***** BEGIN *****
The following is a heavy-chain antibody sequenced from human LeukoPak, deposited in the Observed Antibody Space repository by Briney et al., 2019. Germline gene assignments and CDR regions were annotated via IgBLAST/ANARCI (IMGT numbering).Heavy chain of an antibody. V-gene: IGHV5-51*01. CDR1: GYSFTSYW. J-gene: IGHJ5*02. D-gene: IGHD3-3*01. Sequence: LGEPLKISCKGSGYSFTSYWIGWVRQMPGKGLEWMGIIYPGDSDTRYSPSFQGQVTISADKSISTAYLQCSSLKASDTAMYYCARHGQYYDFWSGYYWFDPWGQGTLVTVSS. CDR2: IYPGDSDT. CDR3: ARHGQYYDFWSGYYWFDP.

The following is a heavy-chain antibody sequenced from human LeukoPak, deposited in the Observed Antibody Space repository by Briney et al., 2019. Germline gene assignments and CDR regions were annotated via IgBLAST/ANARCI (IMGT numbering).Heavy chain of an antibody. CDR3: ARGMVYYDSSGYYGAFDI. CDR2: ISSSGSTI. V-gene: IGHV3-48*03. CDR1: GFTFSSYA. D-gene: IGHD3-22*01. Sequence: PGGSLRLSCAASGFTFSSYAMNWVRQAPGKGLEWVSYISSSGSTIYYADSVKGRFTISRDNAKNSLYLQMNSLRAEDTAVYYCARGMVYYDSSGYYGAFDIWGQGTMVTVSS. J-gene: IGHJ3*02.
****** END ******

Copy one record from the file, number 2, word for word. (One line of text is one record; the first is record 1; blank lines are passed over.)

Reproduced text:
The following is a heavy-chain antibody sequenced from human LeukoPak, deposited in the Observed Antibody Space repository by Briney et al., 2019. Germline gene assignments and CDR regions were annotated via IgBLAST/ANARCI (IMGT numbering).Heavy chain of an antibody. CDR3: ARGMVYYDSSGYYGAFDI. CDR2: ISSSGSTI. V-gene: IGHV3-48*03. CDR1: GFTFSSYA. D-gene: IGHD3-22*01. Sequence: PGGSLRLSCAASGFTFSSYAMNWVRQAPGKGLEWVSYISSSGSTIYYADSVKGRFTISRDNAKNSLYLQMNSLRAEDTAVYYCARGMVYYDSSGYYGAFDIWGQGTMVTVSS. J-gene: IGHJ3*02.